Deep ITM calls

Discussion in 'Options' started by droid17, Nov 17, 2009.

  1. droid17

    droid17

    Hi all :)

    I have been reading a book about buying deep ITM calls as an alternative to buying the stock. Basically It suggests buying as deep as you can with a delta over 90%.

    The author argues that you are getting the same benefit of owning the stock with about half the cost. My questions are do you guys like this strategy? Second the author didn't really go into how far out you should buy these calls, what do you guys suggest is a decent time out?

    Thanks,

    Droid
     
  2. I have not traded this myself, but I have also read a number of articles and book chapters (Lee Lowell) about DITM calls and it sounds good to me.
    Interested to hear what some of the experienced traders have to say.
     
  3. A deep ITM call is just like stock except for a hideous bid-ask gap and no liquidity outside of market makers who just take your order, take the opposite position in stock, and pocket their auto-profit.

    In other words, it's just like the stock, only worse. I think a given trade would have to have a pretty damn good edge before the extra profit from maybe taking a bigger position would outweight those downsides.
     
  4. Yep, bid/ask spreads are a major downside to DITM. You're talking at least $0.10 difference for semi-near term (1-3 months) and that's for the most liquid issues (MSFT, etc). Makes it tougher to turn a profit when you eat $25/contract each way.
     
  5. MTE

    MTE

    I have used DITM calls with at least 6-9 months to expiration for longer term trend following. The downside, as noted by others, is the wide bid-ask spread, but if you catch a good trend then it's not a big issue.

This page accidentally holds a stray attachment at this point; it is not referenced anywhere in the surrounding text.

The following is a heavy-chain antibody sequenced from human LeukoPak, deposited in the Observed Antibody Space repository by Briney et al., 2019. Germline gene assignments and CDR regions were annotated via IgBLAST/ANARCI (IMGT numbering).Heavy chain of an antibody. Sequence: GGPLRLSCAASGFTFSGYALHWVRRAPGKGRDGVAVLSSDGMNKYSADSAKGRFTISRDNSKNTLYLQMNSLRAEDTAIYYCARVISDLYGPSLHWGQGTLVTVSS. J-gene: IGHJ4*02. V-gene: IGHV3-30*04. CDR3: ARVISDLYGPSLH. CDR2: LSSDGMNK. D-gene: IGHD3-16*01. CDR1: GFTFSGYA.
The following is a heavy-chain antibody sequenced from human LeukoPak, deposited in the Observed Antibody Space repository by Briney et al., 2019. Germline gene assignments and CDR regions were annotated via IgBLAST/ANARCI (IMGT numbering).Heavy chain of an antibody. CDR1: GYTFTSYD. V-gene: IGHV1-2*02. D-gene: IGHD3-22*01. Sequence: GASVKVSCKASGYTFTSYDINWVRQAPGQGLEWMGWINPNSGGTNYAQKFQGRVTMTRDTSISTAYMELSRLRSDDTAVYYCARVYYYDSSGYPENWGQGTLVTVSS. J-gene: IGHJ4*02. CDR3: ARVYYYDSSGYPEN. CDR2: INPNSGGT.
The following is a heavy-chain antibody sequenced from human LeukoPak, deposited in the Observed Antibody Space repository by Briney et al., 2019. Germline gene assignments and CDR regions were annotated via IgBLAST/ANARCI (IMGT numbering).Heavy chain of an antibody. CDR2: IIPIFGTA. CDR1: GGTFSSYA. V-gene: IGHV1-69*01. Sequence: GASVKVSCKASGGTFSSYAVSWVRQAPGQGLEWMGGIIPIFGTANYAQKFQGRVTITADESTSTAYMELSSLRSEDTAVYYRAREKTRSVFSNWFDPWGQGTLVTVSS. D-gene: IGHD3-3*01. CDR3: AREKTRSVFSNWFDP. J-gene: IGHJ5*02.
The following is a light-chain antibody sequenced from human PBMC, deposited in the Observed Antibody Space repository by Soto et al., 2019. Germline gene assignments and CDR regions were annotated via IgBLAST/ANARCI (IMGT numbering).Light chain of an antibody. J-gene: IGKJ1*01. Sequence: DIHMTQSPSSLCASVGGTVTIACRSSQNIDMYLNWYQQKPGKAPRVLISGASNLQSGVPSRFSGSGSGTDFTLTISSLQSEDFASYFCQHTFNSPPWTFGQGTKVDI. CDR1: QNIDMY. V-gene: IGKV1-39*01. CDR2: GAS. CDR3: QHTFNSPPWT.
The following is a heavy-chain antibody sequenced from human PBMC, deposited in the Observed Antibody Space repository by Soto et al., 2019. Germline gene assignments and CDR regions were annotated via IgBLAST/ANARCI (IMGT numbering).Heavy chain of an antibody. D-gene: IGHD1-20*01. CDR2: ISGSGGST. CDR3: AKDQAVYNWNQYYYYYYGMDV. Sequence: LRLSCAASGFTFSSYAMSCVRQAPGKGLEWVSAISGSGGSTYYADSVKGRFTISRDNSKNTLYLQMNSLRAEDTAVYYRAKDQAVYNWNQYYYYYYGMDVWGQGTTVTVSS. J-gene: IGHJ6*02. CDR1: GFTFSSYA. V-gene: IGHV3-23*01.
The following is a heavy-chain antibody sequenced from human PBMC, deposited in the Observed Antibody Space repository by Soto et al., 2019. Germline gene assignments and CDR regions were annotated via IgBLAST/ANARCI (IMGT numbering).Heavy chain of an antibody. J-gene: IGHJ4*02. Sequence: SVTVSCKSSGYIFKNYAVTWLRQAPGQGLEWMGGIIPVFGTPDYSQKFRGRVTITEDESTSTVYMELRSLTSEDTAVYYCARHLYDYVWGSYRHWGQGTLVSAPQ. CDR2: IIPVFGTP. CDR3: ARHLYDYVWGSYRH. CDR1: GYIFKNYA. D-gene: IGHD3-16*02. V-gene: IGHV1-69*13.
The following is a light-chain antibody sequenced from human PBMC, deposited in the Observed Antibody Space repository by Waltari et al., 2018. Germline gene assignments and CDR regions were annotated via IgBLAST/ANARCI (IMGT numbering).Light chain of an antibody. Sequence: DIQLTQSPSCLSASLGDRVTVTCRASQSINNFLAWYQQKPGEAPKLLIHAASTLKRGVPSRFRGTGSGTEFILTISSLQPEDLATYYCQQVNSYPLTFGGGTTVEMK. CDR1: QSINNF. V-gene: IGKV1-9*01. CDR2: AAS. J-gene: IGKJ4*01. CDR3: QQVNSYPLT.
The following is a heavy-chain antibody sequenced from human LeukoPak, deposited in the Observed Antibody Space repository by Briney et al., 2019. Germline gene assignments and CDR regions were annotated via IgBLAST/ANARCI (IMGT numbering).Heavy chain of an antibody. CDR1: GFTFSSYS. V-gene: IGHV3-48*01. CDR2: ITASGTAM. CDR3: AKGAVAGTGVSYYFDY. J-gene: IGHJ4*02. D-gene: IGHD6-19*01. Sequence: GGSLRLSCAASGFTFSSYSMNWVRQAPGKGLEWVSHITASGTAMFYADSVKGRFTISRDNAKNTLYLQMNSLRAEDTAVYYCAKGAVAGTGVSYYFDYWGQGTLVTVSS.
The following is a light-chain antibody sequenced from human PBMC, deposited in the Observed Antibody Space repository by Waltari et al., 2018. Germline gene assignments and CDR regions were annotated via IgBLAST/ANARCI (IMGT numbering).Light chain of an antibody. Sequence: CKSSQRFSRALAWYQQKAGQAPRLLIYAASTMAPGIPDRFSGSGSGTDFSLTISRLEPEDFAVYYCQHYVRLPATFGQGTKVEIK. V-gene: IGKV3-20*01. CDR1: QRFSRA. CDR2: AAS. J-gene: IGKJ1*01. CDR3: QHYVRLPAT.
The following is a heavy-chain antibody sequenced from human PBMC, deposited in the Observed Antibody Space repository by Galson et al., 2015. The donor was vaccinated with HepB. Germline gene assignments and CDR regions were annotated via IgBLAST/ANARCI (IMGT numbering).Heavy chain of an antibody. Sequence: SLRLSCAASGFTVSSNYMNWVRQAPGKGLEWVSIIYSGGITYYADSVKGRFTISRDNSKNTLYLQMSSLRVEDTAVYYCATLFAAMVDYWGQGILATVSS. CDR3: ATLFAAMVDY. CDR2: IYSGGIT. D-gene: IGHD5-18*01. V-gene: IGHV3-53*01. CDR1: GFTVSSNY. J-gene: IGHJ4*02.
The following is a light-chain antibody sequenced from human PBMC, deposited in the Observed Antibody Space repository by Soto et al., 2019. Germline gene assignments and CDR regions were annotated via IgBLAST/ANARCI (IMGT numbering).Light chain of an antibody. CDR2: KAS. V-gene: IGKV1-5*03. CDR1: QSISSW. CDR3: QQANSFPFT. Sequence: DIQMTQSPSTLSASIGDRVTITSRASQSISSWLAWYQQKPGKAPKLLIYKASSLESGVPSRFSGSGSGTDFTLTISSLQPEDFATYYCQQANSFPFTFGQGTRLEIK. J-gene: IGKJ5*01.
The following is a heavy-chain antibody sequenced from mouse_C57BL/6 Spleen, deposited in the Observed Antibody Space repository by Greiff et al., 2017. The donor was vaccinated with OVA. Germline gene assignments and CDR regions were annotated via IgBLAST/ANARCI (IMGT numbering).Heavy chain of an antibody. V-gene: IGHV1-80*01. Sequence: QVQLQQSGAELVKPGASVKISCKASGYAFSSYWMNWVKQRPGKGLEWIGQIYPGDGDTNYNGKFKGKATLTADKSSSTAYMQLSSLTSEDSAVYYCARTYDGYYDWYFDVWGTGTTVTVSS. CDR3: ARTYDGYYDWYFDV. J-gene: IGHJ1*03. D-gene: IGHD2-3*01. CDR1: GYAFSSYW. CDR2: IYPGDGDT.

6. I think authors should spend more time on getting the direction right and risk management. If you buy a 90 delta call, you have very similar risk to the immediate downside as with the underlying.

    How far out you buy creates another problem. The further out you go, the lower the delta. If you want 90 delta ITM calls, that means going deeper ITM and higher premiums. Higher premiums means more money at risk.

    What's a decent time out? If you spot short term moves then shorter term is better since with a lower cost, your ROI will be higher. If you need more time for your move to develop then you buy further out however, the trade off will be a lower ROI.
     
  7. droid17

    droid17

    Nice thanks all :)
     
  8. By buying ATM LEAPS, you get higher than 50 delta (like about 65 or so) and the bid/ask spread is satisfactory. That's one way to get better odds of success without getting gouged on the spread. The gamma is lower than near term options, though, so you won't see the kind of exponential growth you might enjoy in a shorter term option. Of course, you don't get explosive growth on a delta 90 option, either.
     
  9. drcha

    drcha

    ATM LEAPs have substantial vega risk. They are not a reasonable substitute for stock.
     
  10. True, but unless you are trading a stock with some extreme short term volatility (such as a pharama company prior to FDA approval or some kind of news lawsuit), I don't think Vega normally experiences a huge movement over shorter time frames (the OP mentioned 5-10 day trading periods). To be honest, I never look at the effect of Vega when I play options...strictly delta/gamma/theta (but I also avoid things like pharama companies as well), perhaps that's an oversight on my part, but it's never really seemed to impact my trading (I normally hold options<3 months).
     
    #10     Nov 19, 2009